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KCMO's aging infrastructure is costing taxpayers

Posted at 7:11 PM, Nov 06, 2017
and last updated 2017-11-06 20:11:37-05

KANSAS CITY, Mo. — The city is now getting ready pay out another six-figure claim for a water main break. 

On June 26, water gushed at the corner of 49th and Mercier in the West Plaza area.

It was one of four water main breaks that day.

On that evening's edition of 41 Action News, we told viewers, "as for the damage inside homes, any homeowner can file a claim with the city to determine damage."

That's what a husband and wife who live at 49th and Mercier did. They didn't want to go on camera, but city records show the city attorney is now working to pay them more than $100,000 for the damage to their garage and basement.

Theirs is the latest claim Kansas City has had to pay out this year. It only took them four months.

But not every claim is handled so quickly.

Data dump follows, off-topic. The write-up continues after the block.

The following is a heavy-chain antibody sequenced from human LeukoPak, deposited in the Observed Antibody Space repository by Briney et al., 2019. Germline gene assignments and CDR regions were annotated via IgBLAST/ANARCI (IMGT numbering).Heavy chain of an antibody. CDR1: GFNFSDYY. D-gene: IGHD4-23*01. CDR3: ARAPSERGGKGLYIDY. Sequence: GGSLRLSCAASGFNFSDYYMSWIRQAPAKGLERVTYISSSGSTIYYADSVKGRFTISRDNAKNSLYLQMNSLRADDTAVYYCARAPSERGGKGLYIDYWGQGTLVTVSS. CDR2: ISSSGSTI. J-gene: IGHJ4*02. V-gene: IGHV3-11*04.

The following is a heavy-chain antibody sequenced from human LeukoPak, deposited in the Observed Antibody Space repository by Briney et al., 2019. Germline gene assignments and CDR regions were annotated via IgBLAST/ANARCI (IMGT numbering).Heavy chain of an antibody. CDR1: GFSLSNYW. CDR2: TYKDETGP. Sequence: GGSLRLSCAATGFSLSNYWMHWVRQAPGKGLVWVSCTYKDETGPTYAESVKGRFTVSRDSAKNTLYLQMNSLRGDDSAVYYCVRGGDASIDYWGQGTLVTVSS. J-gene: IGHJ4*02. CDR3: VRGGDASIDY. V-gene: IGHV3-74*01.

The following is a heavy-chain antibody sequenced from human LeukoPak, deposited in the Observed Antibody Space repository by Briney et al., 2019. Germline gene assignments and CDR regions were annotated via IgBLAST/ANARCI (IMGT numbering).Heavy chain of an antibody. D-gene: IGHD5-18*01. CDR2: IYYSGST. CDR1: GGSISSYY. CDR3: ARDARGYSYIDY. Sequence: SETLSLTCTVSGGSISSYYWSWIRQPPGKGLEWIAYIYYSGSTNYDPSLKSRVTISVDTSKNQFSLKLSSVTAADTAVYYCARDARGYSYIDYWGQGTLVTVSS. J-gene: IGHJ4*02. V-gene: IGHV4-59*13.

Sarah O'Connor's mom settled with KCMO in February for a break at 49th and State Line that sent water cascading into their home in May 2016.

"A contact from the city's attorney’s office told us they would completely take care of all of the damage to our home. They would not only take care of removing items and meticulously documenting them for our replacement, but they would also be taking care of the general contracting work that would go into repairing the actual structure," O'Connor told 41 Action News Monday.

O’Connor said the city gave them half of what they asked for. Despite that, the payouts are adding up.

According to KCMO, so far this year the city has coughed up $2,364,196.99 for claims related to water main breaks and sewer back-ups.

They're on pace to double what they paid out last year, $1,773,014.77, and $1,808,975.11 in 2015.

"Our water main break only affected our house on our block, and seeing the aggregated damage that that caused it's absolutely no surprise to me in conjunction with the amount of water crews I see out on a regular basis on water main breaks that the city is having to pay this amount of money," O’Connor said. 

41 Action News did ask a city spokesperson why the sudden jump in payouts this year compared to previous years, but they couldn't pinpoint a specific reason, only saying that the settlements amounts vary from year to year.